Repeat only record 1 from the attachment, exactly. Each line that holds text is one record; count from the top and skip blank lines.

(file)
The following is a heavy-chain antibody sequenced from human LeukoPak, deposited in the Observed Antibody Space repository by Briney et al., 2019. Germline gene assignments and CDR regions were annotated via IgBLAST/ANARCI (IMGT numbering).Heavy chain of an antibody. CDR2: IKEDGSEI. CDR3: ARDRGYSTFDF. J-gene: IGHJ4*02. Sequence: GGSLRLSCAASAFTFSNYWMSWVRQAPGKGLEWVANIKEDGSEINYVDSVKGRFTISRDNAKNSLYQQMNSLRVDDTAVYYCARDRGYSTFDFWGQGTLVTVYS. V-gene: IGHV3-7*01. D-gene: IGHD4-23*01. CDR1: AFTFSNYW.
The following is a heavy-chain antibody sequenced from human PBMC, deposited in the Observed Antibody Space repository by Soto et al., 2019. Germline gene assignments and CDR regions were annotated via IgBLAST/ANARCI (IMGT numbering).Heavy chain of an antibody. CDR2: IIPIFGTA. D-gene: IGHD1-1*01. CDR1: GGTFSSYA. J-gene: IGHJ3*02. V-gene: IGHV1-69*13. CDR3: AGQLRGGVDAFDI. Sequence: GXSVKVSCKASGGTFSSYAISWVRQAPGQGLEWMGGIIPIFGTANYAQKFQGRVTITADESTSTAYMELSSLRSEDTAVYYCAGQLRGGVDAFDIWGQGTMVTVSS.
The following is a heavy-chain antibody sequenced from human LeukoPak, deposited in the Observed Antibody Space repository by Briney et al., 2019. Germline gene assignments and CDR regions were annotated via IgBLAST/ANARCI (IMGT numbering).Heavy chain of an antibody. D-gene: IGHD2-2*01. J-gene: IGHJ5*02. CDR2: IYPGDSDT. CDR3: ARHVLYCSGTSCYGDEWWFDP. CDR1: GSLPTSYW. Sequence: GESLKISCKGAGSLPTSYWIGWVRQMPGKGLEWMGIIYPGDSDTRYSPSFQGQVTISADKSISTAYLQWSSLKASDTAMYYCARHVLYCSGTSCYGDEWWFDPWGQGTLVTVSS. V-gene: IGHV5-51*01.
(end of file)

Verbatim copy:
The following is a heavy-chain antibody sequenced from human LeukoPak, deposited in the Observed Antibody Space repository by Briney et al., 2019. Germline gene assignments and CDR regions were annotated via IgBLAST/ANARCI (IMGT numbering).Heavy chain of an antibody. CDR2: IKEDGSEI. CDR3: ARDRGYSTFDF. J-gene: IGHJ4*02. Sequence: GGSLRLSCAASAFTFSNYWMSWVRQAPGKGLEWVANIKEDGSEINYVDSVKGRFTISRDNAKNSLYQQMNSLRVDDTAVYYCARDRGYSTFDFWGQGTLVTVYS. V-gene: IGHV3-7*01. D-gene: IGHD4-23*01. CDR1: AFTFSNYW.